Today I’d like to talk about Internet of Things (IoT) and the Azure IoT Hub. IoT devices are not your typical devices like mobile phones, tablets or laptops. IoT devices are designed to respond to sensor activity that the device is being used for, like a glass break sensor for instance.
These devices are meant to be used for specific communications, whereas the typical device acts more like a server waiting to receive information from everywhere. This can cause some security threats if they are deployed in that manner. We can use firewalls and software to protect our equipment, but the whole idea with IoT is that these low power, no frills devices are what’s being deployed, so you don’t have a lot of that capability.
Also, the traditional PKI trust model is inefficient and ineffective for the IoT model; the TTL (time to live) certificates are too long and it doesn’t make sense for these devices. As well as the fact that promiscuous mode is turned on by default, which defeats the purpose of trying to have a secure environment.
Azure IoT Hub implements a service assisted communication methodology and this mediates interaction between backend systems and devices. With this you have a bi-directional, trust worthy communication set up and security is the number one priority of this configuration.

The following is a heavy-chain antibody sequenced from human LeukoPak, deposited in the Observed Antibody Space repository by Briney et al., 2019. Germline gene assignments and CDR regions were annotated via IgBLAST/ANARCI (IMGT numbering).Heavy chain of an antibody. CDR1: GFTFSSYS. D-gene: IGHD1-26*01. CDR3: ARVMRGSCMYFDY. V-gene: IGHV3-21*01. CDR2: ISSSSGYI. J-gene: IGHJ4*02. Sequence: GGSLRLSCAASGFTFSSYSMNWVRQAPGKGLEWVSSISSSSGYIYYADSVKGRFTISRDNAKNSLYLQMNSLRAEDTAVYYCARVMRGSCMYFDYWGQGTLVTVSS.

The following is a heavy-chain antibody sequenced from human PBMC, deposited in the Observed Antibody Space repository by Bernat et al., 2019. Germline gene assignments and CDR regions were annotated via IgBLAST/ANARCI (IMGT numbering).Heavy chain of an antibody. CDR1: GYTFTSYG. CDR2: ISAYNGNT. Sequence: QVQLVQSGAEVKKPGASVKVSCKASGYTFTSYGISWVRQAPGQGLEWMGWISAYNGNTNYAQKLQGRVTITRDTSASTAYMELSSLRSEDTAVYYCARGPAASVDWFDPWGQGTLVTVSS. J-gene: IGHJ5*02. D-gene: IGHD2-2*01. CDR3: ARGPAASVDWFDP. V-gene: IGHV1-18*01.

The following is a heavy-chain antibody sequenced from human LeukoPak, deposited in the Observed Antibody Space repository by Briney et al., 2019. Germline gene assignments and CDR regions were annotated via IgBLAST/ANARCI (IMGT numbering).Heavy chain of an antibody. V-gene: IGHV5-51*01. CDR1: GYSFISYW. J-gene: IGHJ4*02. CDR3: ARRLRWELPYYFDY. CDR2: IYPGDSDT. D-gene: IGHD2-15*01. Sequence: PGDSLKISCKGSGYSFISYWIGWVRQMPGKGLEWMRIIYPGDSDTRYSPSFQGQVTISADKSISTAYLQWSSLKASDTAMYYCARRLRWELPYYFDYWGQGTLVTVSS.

Devices will not accept unsolicited information; they must regularly check in for instructions, and authorization is based on per device identity. For devices in areas where there are network coverage or power issues, IoT provides cues for the messages that are set up for communication with the devices. Essentially, it will hold the message and validate the device before anything is sent/received; it will send the necessary data after it’s validated.
This also sets up an application payload data, which is secured separately, so any data that’s flowing through is going to be secured for protected transit through the gateways. The data is wrapped prior to sending and receiving between devices. Devices can be configured to work peer to peer before they get to a gateway to be able to extend out the range. That gateway is what communicates with your Azure IoT Hub.
All that traffic is designed to flow to and from the gateway and then communicate with the IoT Hub, which you can use to collect the data for big data uses, setting up Power BI reports or many other ways to use that data.
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